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Photography Question 
Daniel G. King

Making Prints from Slides

Is it possible to make a quality print from a slide? I asked the folks at Wolf Photo and was told that they did not get good results. Any ideas would be appreciated. Thanks.

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10/18/2006 1:28:12 PM

Michael H. Cothran   In short, it depends what you're willing to pay. Slide film is inherently contrasty, and the conventional printing process (positive to positive) adds further to the contrast. If you are just looking for cheap 4x6 prints, then Wolf is correct. Even if they were to make copy negs for you, they would still be very contrasty. For small prints, you'd be better off having inexpensive scans made of each slide, and then have Wolf print your 4x6's or whatever from these scans.
If, on the other hand, you are considering larger, "fine art" prints from slides, then you can get beautiful results by having a quality scan produced from your slide (minimum 4000 ppi), and then have a commerical lab make a laser-light print for you onto Fuji Crystal Archive paper. The quality is superb (providing you have a quality slide to begin with).

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10/18/2006 3:13:43 PM

Mark Feldstein
BetterPhoto Member Since: 3/17/2005
  It also depends on the size you'd like to go with it and what size you're starting out with. Taking a 35mm transparency and going larger than, say, 11x14 is iffy. It's best to do what's called a 4x5 internegative (which can be done quite well and aren't all that expensive). Then you could essentially go to transit bus-size prints without much of a problem.
They're a lab in Chicago, a great, large lab that's been around since about 1968. Check out the prices, call them, ask for Alice, tell her I sent ya and if you want to see prints worthy of your finest work, they'll do it, first time around, no b.s., no excuses, no ups and no extras other than what you want, like archival mounting, etc :>)

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10/18/2006 7:43:18 PM

Scott Clark   Yes, it is possible to get a very good print from a 35mm slide. If you are looking for a print in the 11x and smaller size, then look for a lab that has a Fuji Frontier digital printer. The prints from a printer like this are amazing. If you are looking for a larger print than 11x, I would recommend getting a high quality scan and having a digital print made using either a high quality archival inkjet printer or a laser light print made onto traditional photo paper.

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10/24/2006 8:39:09 AM

Robert F. Walker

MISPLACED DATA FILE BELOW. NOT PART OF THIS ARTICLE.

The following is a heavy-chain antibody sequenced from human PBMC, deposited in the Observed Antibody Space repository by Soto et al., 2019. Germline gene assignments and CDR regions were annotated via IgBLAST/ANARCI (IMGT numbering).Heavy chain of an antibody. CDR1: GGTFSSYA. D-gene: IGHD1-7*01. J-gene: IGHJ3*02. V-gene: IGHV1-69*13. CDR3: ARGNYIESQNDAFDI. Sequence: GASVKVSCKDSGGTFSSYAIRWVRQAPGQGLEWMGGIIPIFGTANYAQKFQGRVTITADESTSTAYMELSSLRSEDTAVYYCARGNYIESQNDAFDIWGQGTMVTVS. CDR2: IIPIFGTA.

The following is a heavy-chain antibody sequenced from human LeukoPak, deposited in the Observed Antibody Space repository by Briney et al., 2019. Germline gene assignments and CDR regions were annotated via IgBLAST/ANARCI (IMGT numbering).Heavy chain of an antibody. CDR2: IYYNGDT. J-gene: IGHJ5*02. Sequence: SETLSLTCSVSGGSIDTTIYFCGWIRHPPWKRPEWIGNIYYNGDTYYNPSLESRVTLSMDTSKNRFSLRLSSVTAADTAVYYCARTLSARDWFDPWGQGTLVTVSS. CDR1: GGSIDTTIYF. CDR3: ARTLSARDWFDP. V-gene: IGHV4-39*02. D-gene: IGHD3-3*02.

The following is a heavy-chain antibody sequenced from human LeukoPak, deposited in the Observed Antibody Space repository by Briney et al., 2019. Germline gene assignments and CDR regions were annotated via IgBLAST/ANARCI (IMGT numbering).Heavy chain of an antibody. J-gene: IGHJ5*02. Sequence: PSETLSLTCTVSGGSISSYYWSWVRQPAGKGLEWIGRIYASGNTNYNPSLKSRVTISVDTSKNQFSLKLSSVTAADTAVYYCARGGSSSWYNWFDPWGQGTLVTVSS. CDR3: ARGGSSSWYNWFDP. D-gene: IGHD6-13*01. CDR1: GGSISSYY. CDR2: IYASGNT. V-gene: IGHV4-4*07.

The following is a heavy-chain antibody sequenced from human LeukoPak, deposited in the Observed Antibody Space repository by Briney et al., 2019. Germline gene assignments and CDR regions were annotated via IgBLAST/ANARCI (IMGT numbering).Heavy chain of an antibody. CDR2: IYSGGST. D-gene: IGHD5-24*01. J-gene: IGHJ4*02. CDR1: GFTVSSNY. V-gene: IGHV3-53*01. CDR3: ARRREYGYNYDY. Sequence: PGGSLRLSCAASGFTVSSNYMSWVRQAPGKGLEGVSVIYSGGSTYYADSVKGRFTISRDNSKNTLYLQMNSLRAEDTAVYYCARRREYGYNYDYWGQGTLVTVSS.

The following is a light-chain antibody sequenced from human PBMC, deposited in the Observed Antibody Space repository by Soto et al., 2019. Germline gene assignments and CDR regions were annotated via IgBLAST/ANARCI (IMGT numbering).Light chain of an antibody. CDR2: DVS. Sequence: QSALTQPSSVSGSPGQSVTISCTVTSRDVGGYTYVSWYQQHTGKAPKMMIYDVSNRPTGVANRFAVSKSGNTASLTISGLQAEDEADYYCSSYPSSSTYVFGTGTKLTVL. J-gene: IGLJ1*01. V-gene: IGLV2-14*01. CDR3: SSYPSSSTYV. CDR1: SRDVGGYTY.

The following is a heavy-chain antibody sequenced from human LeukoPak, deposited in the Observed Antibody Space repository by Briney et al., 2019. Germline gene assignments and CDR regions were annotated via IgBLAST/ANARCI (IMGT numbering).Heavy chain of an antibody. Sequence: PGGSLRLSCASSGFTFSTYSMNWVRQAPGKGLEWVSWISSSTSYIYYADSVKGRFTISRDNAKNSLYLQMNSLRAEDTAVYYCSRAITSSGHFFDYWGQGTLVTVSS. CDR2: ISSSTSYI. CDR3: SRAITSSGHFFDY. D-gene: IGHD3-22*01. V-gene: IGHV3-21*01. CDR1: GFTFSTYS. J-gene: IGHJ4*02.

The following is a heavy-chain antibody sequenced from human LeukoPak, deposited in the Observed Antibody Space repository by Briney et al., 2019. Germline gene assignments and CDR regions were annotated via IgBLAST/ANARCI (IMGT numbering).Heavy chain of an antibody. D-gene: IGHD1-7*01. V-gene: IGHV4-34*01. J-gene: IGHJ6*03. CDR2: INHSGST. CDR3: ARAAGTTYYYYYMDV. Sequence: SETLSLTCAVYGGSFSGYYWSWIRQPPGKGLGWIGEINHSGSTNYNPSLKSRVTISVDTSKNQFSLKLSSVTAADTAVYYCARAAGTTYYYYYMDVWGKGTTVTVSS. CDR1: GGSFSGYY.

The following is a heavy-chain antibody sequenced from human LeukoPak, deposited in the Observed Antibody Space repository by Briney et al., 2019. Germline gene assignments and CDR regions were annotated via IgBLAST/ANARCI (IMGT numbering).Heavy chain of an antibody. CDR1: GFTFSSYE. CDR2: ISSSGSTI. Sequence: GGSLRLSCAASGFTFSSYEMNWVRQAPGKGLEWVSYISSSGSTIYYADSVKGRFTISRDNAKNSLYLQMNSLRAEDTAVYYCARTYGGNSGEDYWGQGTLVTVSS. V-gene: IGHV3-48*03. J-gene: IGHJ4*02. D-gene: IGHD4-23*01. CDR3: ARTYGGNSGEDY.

BetterPhoto Member Since: 8/24/2004
I had slides put on CD, then you can make your own print from your computer.

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10/24/2006 9:23:18 AM

Alan N. Marcus   Hi Daniel,

Most photo labs have been forced to upgrade their printer from a machine that only accepts film to an advance printer that also accepts digital files. These modern printers accept conventional film but do not directly print from film. Instead, they scan film and create a digital file. The size of the file produced is an operator function. Most however are set to a low value due to productivity concerns. If a digital file is presented instead of film, the scanning process is negated. As for a file derived from film, once the file is used it is saved for a time and then discarded unless you chose to purchase a CD.

The majority of work presented to a lab will be conventional color negative film and files from digital cameras. As a result most lab personnel donít even know their printer is capable of scanning a slide and printing same. This is true because most labs donít own a film developing machine that can handle slide film (E-6 process).

That being said, there are numerous labs that can print your slides. Professional labs might choose to use reversal color paper that accepts exposure direct from a slide. These prints do tend to contrastry for some tastes however some think they are the greatest thing since sliced bread.

A serious professional lab can expose your slides to internegatvie film. A specialty film designed to allow superior prints from slides. The resulting negative is yours to keep and is accepted by printers loaded with conventional negative color paper.

You can get all the services you are asking for at a super duper professional lab. The price tag will be steeper than the local one-hour shop.

Alan Marcus

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10/24/2006 4:39:42 PM

Roger L. Kinney   Daniel,

I understand what most of the previous responders are talking about and many labs have moved away from slides and have gone to scans. There are two places in Denver, CO that can still give you excellent prints from your slides and I have sent prints 13 x 19 and larger than are fine. They are The Slider Printer, and Reed Photo. I heard The Slide Printer may have changed their name but oone of the Wolf camera stores or Reed Photo will be aable to give you a number to contact them. Good Luck,

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10/24/2006 11:26:18 PM

Pete H
BetterPhoto Member Since: 8/9/2005
  Hello Daniel,

If you don't have "zillions" to print, why not do it yourself?

Once you digitize your slide, adjustments are now up to personal taste via any good image editing program.
While this method is quite time consuming, it's cheap and effective.
You also have the added benefit of archiving your slides to hard drive, DVD or whatever.


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10/25/2006 3:55:28 AM

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